Construction is a complex process with so many moving parts it’s hard to believe there’s any rhyme or reason to it. Prefabricated steel buildings simplify some of that process because they are manufactured off-site in rigorously controlled conditions and stringent quality assurance requirements.
Building manufacturers check for fit by assembling the components in-house before shipping them, ensuring that the building system the customer receives meets or exceeds every quality metric.
Here is an overview of the various components that go into fabricating and assembling a steel building.
The primary frame of a steel building consists of the beams and columns that create the skeleton of the structure. It provides the framework for the type, style, and shape of building to come and a building is only as strong as its frame. Most manufacturers offer standard framing options as well as design services for entirely custom-built structures.
- Welded Rigid Frame (WRF) consists of tapered members and provides the strength for the widest possible spans without the obstruction of interior columns.
- Lean-To (LT) is a structure attached to one wall of an existing building. It is an economical solution for creating additional office space, storage or other needs. Because the frame design creates minimal horizontal thrust, the foundation costs are minimized.
- Column and Beam (CB) is used to build wide buildings with internal columns. This design is also called a modular framework and can be used with bar joist roof or zee shaped purlins.
- Single Slope Welded Rigid Frame (SSRF) is a layout best used for areas where drainage restrictions are an issue, such as in a strip shopping center. The single slope comes with straight columns and interior columns.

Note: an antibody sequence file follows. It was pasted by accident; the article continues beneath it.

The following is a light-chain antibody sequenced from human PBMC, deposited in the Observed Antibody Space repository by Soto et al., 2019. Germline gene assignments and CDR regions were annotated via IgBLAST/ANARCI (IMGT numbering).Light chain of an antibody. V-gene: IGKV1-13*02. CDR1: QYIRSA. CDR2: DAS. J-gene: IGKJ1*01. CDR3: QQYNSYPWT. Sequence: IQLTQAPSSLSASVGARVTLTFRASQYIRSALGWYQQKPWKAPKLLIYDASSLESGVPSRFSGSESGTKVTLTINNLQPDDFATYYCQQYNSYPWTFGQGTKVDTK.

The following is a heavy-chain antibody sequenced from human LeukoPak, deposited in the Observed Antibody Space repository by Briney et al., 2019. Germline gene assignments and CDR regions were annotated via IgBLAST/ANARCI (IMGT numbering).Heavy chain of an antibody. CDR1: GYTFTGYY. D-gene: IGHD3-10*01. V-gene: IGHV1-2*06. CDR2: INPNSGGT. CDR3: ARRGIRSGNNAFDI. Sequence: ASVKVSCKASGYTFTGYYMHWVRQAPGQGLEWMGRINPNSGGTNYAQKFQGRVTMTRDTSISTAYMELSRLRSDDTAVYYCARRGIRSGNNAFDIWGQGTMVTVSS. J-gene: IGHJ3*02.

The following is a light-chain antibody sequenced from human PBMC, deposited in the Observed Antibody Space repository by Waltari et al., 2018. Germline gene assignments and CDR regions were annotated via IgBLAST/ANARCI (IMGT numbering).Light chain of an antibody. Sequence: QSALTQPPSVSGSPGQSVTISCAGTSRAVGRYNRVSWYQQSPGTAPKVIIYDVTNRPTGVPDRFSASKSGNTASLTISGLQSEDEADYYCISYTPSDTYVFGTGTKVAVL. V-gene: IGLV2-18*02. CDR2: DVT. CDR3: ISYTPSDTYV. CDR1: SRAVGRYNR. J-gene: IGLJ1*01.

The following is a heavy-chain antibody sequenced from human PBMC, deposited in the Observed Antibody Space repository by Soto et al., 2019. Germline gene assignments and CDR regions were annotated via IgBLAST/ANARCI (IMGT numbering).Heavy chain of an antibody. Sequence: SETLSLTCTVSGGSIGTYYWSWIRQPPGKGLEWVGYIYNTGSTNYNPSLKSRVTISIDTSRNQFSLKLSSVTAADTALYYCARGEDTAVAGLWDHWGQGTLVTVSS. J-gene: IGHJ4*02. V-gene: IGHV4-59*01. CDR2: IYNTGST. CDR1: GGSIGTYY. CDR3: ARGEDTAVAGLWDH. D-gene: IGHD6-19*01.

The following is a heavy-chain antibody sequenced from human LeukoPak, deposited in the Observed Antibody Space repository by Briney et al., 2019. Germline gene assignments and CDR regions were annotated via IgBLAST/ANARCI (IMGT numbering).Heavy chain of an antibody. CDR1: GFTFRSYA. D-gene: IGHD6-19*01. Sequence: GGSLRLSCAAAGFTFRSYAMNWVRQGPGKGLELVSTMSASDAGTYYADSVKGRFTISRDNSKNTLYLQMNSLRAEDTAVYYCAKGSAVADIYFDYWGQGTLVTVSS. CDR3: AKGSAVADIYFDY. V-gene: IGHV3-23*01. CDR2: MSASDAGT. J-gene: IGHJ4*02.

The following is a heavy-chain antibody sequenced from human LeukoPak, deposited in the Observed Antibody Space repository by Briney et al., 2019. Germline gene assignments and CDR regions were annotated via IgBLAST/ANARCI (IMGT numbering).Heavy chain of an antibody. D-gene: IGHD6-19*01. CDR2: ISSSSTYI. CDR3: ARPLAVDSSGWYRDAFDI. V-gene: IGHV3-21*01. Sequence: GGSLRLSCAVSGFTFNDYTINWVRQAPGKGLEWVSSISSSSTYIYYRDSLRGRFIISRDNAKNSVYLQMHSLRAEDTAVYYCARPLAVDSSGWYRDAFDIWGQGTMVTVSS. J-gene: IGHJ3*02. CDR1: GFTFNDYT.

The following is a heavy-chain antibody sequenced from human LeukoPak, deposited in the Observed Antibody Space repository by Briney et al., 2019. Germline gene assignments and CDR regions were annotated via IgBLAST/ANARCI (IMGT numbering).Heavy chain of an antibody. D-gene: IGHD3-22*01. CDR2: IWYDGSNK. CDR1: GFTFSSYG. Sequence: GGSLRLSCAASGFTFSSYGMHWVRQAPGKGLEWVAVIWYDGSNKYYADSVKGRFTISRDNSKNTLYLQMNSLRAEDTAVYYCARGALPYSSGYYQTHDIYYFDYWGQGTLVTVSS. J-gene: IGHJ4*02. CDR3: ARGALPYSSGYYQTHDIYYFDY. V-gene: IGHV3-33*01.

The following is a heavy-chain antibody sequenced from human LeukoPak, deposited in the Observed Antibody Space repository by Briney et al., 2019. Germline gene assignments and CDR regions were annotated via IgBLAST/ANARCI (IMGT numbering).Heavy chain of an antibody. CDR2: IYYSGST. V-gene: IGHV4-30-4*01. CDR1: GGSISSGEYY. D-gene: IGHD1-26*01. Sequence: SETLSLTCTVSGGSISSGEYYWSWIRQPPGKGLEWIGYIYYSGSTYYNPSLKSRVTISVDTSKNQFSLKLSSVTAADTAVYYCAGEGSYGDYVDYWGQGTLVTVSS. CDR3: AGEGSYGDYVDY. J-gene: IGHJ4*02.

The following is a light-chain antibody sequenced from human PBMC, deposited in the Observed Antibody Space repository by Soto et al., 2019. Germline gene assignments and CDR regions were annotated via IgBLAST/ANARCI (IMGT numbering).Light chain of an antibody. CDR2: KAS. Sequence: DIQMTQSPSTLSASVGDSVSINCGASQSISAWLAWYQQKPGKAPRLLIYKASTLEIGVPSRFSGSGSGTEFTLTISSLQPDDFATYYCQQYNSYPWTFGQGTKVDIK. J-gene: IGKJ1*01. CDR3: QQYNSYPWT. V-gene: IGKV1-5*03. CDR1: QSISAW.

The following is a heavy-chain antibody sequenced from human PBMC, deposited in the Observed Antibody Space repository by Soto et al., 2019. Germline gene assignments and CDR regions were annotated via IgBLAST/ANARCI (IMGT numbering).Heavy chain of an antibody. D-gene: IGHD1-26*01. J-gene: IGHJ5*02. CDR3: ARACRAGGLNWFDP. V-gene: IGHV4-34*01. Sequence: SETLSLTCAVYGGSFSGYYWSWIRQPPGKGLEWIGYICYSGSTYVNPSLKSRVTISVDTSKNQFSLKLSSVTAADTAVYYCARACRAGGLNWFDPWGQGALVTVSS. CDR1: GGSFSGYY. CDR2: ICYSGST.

- Welded Tapered Beam (WTB) maximizes floor space with straight sidewalls. Installing interior finishes is an easy task, and you save money on the foundation because the horizontal frame base reaction is minimized.
I-beam style frames are the most common primary frame design, but tapered beam provides strength in open span construction. Another design that lends itself well to very large span spaces is the open web design, which is a top and bottom chord connected with diagonal angles. Open webs are also known as trussing.
The primary framing system includes the columns and beams for the walls and the rafters for the roof. Once complete, the primary frame indicates the approximate look the completed building will take.
The secondary framing provides the components to which the metal wall panels will be attached. It also includes framed openings such as those for doors and windows.
Secondary framing consists of eave struts, girts and purlins. These secondary frame members are typically Z and C shaped (and occasionally U-shaped) depending on the roof system and your budget. Most are made of cold-formed steel.
- Girts are the spanning members for the wall panels and provide additional strength, stability and vertical load support. They can be inset or flush mounted with the column on the end wall while on the side walls they can be outset or bypass installations. Girts are also used when installing wall cladding.
- Purlins provide the same connection as girts but are specialized for roof panels and systems. Purlins are the spanning members used to support the roof deck and enhance the strength and rigidity of the roof. They add mid-span support and allow for wider roofs.